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`\line`

Synopsis:

\line(x_run,y_rise){travel}

Draw a line. It slopes such that it vertically rises `y_rise` for
every horizontal `x_run`. The `travel` is the total horizontal
change — it is not the length of the vector, it is the change in
*x*. In the special case of vertical lines, where
(`x_run`,`y_rise`)=(0,1), the `travel` gives the change in
*y*.

This draws a line starting at coordinates (1,3).

\put(1,3){\line(2,5){4}}

For every over 2, this line will go up 5. Because `travel`
specifies that this goes over 4, it must go up 10. Thus its
endpoint is *(1,3)+(4,10)=(5,13)*. In particular, note that
* travel=4* is not the length of the line, it is the change in

The arguments `x_run` and `y_rise` are integers that can be
positive, negative, or zero. (If both are 0 then LaTeX treats the
second as 1.) With
`\put(`

,
if `x_init`,`y_init`){\line(`x_run`,`y_rise`){`travel`}}`x_run` is negative then the line’s ending point has a first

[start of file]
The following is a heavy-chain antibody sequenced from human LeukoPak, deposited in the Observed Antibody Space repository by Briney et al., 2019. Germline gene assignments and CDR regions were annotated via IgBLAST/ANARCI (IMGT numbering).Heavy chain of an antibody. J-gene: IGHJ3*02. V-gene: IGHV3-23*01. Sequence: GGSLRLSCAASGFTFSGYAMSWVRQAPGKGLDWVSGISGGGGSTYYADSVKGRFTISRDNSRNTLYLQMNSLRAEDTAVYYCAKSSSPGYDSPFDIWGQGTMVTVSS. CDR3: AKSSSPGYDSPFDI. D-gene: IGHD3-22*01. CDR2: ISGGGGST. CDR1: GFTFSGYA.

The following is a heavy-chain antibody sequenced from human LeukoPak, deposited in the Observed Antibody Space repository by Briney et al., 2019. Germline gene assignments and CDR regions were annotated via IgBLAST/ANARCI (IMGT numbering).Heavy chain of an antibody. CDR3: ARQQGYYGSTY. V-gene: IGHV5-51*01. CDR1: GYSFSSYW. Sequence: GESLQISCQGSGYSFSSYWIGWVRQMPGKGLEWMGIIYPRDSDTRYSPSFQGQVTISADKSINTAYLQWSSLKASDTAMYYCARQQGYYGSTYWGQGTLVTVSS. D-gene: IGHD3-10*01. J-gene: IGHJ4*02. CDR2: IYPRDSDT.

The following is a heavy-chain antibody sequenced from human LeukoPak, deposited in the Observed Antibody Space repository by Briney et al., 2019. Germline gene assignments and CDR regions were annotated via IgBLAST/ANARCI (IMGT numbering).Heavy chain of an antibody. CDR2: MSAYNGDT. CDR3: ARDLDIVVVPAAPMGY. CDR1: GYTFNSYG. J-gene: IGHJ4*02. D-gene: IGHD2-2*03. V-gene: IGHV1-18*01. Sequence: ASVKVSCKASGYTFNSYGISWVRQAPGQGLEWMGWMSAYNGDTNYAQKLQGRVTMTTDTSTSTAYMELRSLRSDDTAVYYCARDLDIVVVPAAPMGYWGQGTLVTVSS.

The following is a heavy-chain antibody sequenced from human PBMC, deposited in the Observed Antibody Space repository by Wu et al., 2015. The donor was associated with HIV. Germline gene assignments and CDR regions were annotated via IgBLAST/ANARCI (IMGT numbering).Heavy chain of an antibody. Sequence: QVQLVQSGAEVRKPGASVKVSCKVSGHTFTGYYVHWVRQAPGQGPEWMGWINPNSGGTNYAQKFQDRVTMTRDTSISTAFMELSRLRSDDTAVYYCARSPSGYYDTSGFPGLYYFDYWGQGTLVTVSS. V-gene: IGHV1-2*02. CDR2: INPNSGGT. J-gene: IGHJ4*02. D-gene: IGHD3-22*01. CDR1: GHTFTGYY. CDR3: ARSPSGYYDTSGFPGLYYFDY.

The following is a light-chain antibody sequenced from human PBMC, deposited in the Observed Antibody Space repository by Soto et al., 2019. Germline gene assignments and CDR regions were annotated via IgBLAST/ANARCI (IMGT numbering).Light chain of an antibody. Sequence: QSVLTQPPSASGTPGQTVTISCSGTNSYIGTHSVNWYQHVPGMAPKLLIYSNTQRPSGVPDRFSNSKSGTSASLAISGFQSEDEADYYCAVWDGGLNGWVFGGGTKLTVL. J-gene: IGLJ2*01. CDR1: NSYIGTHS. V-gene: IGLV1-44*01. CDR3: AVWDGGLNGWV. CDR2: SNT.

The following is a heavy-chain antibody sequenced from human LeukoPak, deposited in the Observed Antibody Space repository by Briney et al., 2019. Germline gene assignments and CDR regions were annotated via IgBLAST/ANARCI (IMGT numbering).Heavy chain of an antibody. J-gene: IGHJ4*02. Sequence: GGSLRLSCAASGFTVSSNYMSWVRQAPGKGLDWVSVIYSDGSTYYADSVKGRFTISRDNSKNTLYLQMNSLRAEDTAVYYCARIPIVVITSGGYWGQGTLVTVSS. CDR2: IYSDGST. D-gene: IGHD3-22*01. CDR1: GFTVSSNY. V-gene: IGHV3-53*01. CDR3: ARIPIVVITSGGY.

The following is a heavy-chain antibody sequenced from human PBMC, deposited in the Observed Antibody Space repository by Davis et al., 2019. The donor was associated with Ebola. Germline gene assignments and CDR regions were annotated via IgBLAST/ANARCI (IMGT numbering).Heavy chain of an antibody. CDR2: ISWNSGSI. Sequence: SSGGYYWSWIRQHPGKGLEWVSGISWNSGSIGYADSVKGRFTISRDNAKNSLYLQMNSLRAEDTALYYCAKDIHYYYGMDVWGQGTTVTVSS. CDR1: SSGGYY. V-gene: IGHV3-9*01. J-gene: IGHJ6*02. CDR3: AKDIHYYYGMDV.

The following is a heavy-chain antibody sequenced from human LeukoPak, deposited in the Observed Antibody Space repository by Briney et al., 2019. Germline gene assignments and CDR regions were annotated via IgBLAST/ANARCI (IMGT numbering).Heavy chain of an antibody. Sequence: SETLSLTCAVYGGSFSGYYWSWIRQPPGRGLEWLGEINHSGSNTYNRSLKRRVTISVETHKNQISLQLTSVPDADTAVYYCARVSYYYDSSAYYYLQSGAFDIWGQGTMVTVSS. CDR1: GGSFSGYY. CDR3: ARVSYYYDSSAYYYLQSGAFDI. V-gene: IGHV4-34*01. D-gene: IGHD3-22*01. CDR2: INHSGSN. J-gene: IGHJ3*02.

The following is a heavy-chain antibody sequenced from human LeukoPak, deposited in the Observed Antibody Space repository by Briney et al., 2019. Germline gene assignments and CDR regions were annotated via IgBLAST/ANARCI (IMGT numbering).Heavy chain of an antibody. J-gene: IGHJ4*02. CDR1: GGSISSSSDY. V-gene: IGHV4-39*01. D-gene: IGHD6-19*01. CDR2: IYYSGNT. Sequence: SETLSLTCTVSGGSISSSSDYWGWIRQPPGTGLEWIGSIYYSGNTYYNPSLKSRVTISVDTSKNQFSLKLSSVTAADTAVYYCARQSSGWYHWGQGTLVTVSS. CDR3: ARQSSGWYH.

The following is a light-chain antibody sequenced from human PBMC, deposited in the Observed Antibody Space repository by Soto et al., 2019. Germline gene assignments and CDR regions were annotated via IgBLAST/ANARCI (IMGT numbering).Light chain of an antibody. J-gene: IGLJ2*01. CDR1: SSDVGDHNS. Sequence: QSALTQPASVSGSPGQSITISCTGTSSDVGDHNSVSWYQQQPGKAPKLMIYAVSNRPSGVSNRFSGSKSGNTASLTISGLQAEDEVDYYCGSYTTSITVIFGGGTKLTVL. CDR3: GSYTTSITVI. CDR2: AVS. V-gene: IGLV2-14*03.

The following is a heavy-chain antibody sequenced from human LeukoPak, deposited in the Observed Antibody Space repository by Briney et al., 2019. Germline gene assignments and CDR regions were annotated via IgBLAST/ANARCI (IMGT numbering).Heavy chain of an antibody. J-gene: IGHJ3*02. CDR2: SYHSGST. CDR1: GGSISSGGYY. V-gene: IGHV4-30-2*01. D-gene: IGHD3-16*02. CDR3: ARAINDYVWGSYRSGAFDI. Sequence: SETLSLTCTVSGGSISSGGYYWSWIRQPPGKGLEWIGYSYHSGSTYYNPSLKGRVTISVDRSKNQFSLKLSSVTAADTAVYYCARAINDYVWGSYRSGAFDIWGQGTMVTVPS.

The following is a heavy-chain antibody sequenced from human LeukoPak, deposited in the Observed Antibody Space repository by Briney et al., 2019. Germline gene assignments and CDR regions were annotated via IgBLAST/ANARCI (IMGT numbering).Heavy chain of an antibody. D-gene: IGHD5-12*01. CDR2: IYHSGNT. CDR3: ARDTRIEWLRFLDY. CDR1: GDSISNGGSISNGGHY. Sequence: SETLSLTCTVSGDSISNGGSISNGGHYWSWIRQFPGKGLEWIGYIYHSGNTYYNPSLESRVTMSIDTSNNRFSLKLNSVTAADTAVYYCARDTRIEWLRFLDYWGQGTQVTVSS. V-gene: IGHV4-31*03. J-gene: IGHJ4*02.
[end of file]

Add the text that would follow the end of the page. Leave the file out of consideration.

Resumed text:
coordinate that is less than `x_init`. If `y_rise` is negative
then the line’s ending point has a second coordinate that is less than
`y_init`.

If `travel` is negative then you get ```
LaTeX Error: Bad \line or
\vector argument.
```

Standard LaTeX can only draw lines with a limited range of slopes
because these lines are made by putting together line segments from
pre-made fonts. The two numbers `x_run` and `y_rise` must have
integer values from -6 through 6. Also, they must be
relatively prime, so that `(x_run,y_rise)` can be (2,1) but not
(4,2) (if you choose the latter then instead of lines you get sequences
of arrowheads; the solution is to switch to the former). To get lines
of arbitrary slope and plenty of other shapes in a system like
`picture`

, see the package `pict2e` on CTAN. Another solution
is to use a full-featured graphics system such as `TikZ`, or
`PSTricks`, or `MetaPost`, or `Asymptote`